Now this is where I enter the stage and play my usual role. It happened one day when I was driving on a highway near the college I attended. Oh yea, one other minor detail, I was doing eighty. Now the ticket I received required I appear in court. So I did. No need to tell dad, and there was no way judge S. would find out because this didn’t occur in his county of jurisdiction. I’ll just pay the fine and all will be well. Except the judge sitting at the bench had a different idea. He said I would have to surrender my license for thirty days. I pleaded that I was a student and needed my license to continue my education. I’m sure the judge didn’t buy it, but he allowed me to keep my license for two more weeks, but then I must return to his court and surrender it. There was no way I would be able to keep this a secret, so I called dad and told him the whole story. He wasn’t angry. Probably because he had a pretty heavy foot himself and would display his speeding tickets proudly on top of the refrigerator propped up against the radio as some sign of driver defiance. Dad asked me what the judge’s name was. I told him and he said he would get back to me.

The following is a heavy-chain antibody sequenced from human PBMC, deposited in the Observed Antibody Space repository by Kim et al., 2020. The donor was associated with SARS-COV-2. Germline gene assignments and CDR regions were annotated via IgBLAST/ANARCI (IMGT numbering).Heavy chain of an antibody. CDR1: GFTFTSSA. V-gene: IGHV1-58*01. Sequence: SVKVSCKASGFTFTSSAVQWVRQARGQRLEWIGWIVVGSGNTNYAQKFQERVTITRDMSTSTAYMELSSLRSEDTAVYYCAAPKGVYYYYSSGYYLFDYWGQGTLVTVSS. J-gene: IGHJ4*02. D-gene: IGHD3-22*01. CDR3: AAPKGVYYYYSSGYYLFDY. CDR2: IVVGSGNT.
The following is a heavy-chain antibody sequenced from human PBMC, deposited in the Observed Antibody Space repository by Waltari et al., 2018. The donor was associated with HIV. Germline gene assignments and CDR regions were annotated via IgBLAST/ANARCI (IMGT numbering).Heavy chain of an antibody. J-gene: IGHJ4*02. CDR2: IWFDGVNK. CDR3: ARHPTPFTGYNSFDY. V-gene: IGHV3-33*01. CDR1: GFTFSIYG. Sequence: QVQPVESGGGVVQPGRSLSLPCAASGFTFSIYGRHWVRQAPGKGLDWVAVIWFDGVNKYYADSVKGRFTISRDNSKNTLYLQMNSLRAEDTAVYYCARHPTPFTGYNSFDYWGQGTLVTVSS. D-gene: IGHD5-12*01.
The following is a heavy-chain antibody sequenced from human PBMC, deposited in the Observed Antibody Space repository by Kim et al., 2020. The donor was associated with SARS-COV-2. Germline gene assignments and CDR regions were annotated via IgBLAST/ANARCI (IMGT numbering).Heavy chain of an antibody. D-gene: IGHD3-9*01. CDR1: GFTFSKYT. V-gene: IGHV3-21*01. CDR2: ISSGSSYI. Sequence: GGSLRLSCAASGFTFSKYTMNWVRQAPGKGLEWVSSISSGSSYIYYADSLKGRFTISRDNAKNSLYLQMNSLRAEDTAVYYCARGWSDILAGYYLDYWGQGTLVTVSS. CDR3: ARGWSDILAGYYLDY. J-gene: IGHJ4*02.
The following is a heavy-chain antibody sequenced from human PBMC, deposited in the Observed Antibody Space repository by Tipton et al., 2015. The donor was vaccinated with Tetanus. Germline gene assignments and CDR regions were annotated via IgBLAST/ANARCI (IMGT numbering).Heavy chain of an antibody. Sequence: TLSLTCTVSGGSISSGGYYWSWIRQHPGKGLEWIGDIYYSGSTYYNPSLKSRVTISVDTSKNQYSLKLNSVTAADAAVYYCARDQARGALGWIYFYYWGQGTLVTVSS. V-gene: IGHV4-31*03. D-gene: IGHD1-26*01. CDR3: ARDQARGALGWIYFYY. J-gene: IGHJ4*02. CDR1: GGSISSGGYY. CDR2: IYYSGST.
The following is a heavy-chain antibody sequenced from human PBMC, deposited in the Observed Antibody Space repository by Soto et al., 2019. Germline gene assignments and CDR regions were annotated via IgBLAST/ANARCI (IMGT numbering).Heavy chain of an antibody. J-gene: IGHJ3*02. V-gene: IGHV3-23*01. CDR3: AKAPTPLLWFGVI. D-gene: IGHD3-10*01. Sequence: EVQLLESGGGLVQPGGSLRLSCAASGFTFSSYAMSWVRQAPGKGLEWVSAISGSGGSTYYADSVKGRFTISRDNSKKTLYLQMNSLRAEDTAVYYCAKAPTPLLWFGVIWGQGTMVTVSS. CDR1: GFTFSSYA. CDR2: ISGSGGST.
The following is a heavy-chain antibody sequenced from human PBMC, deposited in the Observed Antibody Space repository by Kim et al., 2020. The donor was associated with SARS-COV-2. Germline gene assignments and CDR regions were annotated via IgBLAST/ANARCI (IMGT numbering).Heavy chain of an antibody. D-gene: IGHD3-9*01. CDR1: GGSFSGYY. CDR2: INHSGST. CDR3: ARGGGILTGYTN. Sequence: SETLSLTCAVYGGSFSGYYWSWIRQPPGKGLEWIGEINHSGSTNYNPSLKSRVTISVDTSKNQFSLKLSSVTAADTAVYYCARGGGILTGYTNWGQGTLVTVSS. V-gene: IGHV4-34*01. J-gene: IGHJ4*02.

Later that night I got a call from him. He said, “You got lucky. I called Judge S. and he happens to know this other judge very well. He gave him a call and this is what you do. When you go back to court plead guilty. That’s all you need to do or know.
“But am I going to lose my license ?”, I frantically asked . The reply was, “Just do what I told you.”
I went back to court on the day scheduled and waited in the courtroom for my turn. I listened to the judge hand out fines for hundreds of dollars and take away two or three licenses. I thought if I’m lucky maybe I will only lose my license for a week or two. The clerk called my name and I approached the bench.
“How do you plead ?”, the judge asked.
“Guilty, your Honor”, I quickly replied.
“Thirteen dollars fine, pay the clerk, next case”, the judge said in a hurried, sotto voce.